Major political parties in Australia thumped by cyberattack from ‘sophisticated state actor’
- Australian PM Scott Morrison confirmed that the Parliament House breach was performed by a state-sponsored actor.
- In light of the impending elections in May, Morrison also said there was ‘no evidence of electoral interference’ in the attack.
Days after the Parliament House witnessed a hacking attempt on its computer network, Scott Morrison, the Australian PM, confirmed that the attack was the work of a ‘sophisticated state actor’. In an official statement, Morrison informed that the country’s major political parties were also hacked by this actor as a result.
Liberal, Labor, and National parties were the ones primarily affected in the incident. Since this happened in the months leading up to the coming federal election in Australia, the PM also mentioned that there was ‘no evidence of electoral interference’ and emphasized on implementing better security measures.
“We have put in place a number of measures to ensure the integrity of our election system. We have acted decisively to protect our national interests,” said Morrison.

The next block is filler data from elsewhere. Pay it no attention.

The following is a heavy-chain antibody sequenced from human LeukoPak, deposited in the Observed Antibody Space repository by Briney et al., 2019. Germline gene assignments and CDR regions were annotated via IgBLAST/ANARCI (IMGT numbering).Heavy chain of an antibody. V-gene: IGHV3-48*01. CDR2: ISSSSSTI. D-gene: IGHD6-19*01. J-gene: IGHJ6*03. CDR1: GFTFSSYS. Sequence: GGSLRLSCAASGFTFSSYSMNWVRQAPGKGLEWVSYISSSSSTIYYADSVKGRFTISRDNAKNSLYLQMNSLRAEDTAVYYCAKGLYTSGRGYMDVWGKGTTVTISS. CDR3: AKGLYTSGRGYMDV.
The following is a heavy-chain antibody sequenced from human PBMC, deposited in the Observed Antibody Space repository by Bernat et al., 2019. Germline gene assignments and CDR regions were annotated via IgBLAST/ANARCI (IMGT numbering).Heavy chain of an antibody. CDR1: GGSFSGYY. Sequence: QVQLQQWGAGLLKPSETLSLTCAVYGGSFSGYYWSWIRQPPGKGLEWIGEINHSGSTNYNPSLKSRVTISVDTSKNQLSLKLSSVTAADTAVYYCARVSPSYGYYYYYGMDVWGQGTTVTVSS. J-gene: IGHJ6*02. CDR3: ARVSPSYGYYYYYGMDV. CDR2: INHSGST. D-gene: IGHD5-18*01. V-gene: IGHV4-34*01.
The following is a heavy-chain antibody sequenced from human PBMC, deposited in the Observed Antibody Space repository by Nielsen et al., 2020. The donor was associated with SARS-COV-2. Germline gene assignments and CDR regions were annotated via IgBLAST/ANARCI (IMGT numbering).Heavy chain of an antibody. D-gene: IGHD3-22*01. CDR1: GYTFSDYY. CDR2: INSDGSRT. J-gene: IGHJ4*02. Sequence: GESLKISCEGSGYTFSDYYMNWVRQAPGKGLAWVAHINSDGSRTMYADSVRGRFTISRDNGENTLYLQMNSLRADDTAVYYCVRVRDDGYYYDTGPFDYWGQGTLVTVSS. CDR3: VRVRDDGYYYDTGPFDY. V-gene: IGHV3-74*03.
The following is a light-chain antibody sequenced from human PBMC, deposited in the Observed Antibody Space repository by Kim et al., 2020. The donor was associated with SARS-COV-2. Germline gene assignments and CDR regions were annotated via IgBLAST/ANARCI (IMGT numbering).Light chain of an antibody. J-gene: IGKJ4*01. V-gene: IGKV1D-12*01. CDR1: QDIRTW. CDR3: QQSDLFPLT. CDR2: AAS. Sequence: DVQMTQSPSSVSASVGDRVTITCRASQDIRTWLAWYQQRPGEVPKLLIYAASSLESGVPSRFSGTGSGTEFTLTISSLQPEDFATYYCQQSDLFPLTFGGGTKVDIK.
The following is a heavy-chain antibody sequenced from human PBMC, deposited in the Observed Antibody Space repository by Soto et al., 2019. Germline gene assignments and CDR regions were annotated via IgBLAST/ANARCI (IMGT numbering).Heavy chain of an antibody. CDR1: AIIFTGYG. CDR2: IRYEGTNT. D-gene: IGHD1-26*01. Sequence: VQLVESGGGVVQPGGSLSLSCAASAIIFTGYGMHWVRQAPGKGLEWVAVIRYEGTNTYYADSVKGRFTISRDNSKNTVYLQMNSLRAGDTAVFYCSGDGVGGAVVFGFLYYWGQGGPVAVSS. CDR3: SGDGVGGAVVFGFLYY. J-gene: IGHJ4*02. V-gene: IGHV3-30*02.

Seeking help of Anti-virus companies
Morrison has announced that the Australian Cyber Security Center (ACSC), which oversees cybersecurity at the national level, is working with many anti-virus companies to identify cyber attacks beforehand so that the damage can be minimized.
Responding to PM Morrison’s statement, Bill Shorten, party leader of the Australian Labor party believed that the party’s political structures were more vulnerable.
“These institutions can be a soft target and our national approach to cybersecurity needs to pay more attention to non-government organizations, Our agencies shouldn’t just be providing advice to political parties, but actively assisting in their defense,” said Shorten.
Additionally, Shorten asserted that the ACSC should be a single point of contact for both crisis communication and threat intelligence, apart from being based in the defense portfolio.